It has long been our position that beautification of footpaths cannot be done at the cost of pedestrian rights, although even some citizen sector organisations take recourse to such cosmetic changes in a bid to satisfy the middle class penchant for superficial cleanliness. To be fair, it seems to have some resonance with the political class also, as the previous AIADMK regime in its last days in 2005 also spoke of citywide beautification plans.
However, the real problem lies not so much in the attitude of the more affluent residents, as in the complete disengagement of the Chennai Corporation from the issue. It is common knowledge that the street level staff of the civic body allow encroachment of public space in return for filthy lucre. Invariably, this does not help Thus we find horrors such as T.Nagar’s Ranganathan Street where wealthy shopkeepers have taken over the footpath space.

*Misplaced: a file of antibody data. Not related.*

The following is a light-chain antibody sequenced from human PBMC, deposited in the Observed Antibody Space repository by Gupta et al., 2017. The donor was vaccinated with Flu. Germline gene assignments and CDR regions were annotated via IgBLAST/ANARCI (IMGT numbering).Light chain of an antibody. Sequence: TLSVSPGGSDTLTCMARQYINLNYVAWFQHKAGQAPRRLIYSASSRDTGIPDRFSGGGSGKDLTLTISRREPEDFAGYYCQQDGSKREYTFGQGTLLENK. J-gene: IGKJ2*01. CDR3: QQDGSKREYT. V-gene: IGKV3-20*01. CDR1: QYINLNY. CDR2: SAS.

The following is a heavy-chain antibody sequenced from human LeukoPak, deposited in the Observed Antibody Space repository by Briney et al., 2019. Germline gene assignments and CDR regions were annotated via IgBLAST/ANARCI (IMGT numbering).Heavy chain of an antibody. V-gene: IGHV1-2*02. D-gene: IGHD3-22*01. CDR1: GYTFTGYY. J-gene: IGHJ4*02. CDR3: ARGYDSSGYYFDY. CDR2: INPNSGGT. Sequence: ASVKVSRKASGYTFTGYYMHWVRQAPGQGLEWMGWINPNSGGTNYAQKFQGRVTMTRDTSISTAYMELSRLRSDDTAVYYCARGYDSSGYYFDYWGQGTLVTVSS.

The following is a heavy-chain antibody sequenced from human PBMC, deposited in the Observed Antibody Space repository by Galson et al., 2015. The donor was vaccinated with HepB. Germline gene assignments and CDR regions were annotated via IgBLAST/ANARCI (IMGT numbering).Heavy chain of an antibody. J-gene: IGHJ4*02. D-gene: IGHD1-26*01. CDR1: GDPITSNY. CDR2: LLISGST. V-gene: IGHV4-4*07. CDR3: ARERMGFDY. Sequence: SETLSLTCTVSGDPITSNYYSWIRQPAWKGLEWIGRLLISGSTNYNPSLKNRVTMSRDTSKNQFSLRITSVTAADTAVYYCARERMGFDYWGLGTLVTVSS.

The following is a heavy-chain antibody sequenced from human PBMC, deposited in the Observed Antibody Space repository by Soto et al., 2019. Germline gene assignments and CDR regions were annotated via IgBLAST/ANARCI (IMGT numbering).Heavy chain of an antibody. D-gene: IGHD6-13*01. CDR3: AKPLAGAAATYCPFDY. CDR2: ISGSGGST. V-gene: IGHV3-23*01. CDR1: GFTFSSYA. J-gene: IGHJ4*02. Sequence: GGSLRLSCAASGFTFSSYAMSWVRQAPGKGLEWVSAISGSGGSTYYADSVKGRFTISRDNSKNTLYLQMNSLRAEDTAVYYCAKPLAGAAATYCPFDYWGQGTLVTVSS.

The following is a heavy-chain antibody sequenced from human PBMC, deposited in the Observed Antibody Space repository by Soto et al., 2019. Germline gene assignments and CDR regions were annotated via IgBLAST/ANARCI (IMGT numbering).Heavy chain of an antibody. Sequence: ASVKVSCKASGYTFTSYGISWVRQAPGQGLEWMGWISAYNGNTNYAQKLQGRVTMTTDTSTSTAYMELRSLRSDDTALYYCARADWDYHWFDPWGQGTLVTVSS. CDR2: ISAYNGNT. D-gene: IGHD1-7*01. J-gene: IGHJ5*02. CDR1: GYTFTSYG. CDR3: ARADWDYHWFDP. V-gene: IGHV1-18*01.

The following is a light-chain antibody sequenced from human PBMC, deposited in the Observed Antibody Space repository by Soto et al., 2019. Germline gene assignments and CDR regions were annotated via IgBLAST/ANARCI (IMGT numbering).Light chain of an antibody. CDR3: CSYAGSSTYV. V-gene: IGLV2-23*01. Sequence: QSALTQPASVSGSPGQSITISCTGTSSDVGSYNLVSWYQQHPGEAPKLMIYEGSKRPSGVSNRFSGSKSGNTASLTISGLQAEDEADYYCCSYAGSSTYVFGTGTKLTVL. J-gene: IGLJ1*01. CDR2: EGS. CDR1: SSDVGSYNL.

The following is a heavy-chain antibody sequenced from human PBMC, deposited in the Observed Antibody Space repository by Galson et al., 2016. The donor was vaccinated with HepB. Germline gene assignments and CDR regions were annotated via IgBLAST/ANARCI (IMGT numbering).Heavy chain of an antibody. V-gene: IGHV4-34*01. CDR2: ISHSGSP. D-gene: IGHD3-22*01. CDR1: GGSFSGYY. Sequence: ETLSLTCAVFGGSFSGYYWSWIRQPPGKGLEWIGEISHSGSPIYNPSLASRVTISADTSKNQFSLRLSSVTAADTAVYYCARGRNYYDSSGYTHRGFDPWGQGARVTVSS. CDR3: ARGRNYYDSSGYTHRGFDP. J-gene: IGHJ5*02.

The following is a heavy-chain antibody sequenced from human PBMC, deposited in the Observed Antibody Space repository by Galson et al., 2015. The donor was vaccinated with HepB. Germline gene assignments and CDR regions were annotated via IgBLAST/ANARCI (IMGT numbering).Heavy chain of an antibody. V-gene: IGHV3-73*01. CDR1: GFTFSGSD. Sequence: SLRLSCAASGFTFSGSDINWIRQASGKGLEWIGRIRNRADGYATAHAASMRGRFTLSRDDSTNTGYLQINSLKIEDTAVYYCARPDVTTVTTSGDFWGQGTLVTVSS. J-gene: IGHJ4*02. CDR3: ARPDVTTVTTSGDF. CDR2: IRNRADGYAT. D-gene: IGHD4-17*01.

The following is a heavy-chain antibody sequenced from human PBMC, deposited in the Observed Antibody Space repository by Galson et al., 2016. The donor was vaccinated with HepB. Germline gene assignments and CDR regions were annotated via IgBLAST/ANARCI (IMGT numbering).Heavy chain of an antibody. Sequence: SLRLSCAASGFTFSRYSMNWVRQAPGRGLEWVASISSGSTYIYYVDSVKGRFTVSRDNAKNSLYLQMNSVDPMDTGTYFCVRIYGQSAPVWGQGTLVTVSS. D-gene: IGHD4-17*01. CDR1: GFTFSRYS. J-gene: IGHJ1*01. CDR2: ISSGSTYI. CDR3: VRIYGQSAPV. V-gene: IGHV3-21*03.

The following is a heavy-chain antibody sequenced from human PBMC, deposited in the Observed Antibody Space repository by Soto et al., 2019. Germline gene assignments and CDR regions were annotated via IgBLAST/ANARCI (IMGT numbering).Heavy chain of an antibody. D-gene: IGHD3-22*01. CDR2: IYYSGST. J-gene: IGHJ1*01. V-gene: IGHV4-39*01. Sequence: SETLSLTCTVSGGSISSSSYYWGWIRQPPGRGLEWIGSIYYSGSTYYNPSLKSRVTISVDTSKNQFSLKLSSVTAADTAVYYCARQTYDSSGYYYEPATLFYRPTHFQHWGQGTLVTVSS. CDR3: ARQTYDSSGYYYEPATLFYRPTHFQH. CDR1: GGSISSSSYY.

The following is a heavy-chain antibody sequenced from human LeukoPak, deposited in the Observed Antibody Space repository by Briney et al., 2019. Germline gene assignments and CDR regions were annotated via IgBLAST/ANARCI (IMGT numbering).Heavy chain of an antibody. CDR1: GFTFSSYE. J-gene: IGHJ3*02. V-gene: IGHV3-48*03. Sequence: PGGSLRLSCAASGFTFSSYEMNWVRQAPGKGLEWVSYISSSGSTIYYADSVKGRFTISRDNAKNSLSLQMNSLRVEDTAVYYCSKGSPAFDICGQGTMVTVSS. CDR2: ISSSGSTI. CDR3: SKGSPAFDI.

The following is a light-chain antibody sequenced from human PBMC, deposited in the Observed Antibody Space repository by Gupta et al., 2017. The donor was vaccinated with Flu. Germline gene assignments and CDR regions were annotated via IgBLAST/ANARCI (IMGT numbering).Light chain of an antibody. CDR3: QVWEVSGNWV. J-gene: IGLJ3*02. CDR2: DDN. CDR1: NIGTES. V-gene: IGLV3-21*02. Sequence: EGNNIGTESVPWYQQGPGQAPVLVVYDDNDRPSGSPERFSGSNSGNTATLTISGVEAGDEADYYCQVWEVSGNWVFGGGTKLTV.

Today’s Times article highlights the danger of allowing beautification to become a mainstream pursuit, at the cost of more sustainable uses of the footpath. We hope the civic body and the Police will wake up quickly to the need for safe footpaths to create a safe and sane city.
And we would urge citizen sector organisations to press for a balanced view of beauty by adopting the well-researched consensus on sharing public space equitably — among walkers, cyclists, regulated hawkers and other stakeholders, in that order of priority.